After my post, yesterday, I received several emails asking if I grow or use herbs other that oregano. Melinda from Columbus, Indiana wrote that she has a difficult time keeping some herbs alive, year after year. Chris from Greensburg, IN asked which herbs are perennials that can be grown in a flower garden and still look good. While I admit that I am not an expert on herbs, I do have a few opinions and a little experience which may or may not be useful to you. Thanks for asking!
First, I do grow some herbs. My favorites are rosemary, basil, garlic, oregano, lavender, chives, and sage. I also grow thyme, lemon balm, bee balm, cilantro-coriander, horseradish, stevia, peppermint, and spearmint. I use my herbs in several ways, but mainly in cooking and preserving. Lavender is one which I use for many purposes, including crafting, fragrance, cooking, and just looking beautiful in the garden. I do not eat Bee Balm, but it is extremely beautiful, and I use it to attract hummingbirds.
If you do a little research, you will find that many of the herbs we use are members of the mint family, which is an easy-to-grow set of herbs for our part of the country (the USA Midwest), are flavorful, and have wonderful, spicy aromas. Lamiaceae, or mints, are identified by having somewhat square-shaped stems and leaves which hang opposite of each other. Mints are also, generally, very invasive. The mints in my garden include peppermint and spearmint (obviously), oregano, bee balm, lemon balm, agastache (hummingbird mint), basil, rosemary, lavender, and thyme.
So, Chris: Your question is hard to answer, because I do not know your garden. I can say that most herbs like sunny locations and don’t like to become too dry. Oregano, however, thrives in heat and doesn’t seem to be too affected by dry ground, for the most part. If you like a beautiful mounding plant that isn’t too wild looking, you might like lavender or lemon balm. I will warn you, however, lemon balm is very invasive. My friend, Melissa, gave me three little tiny plants, one year, and within a year, it had taken over half of the flower beds with its beautiful green leaves. I have a few chive plants that I use in my flower garden, because they have an interesting look and if left to flower produce a very pretty display of flowers. In addition, if you cut chives to use, it is only a week or two before it looks beautiful, again.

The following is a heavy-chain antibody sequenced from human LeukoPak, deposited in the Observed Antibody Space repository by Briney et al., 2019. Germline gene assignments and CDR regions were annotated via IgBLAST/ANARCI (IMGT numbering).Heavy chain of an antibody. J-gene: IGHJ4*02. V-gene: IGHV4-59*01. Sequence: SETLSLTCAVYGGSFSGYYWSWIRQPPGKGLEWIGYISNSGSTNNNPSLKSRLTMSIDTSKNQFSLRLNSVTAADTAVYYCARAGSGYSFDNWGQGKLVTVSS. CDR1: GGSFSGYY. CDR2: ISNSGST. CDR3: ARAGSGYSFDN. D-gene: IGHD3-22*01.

Melinda: I was thinking about your dilemma, and I wonder if you are of the impression that all herbs are perennials. The one I use the most, each year is basil. I use it for my pasta sauces, Italian seasoning mix, bruschetta, pesto, and so many more things, because it has an amazing flavor. Basil is an annual plant in Indiana which you will have to plant, each year. The good thing is that basil can be grow inside or out. It is extremely easy to grow from seed, as well. Cilantro-coriander, parsley, and a few others are also annuals. Also, most herbs do not like shaded areas or areas which get too much water, so perhaps you can look at the location and type of herb you have been trying to grow.
I opened up comments, so you don’t have to email me, if you have questions, but please feel free to if you would like to! Garden Girl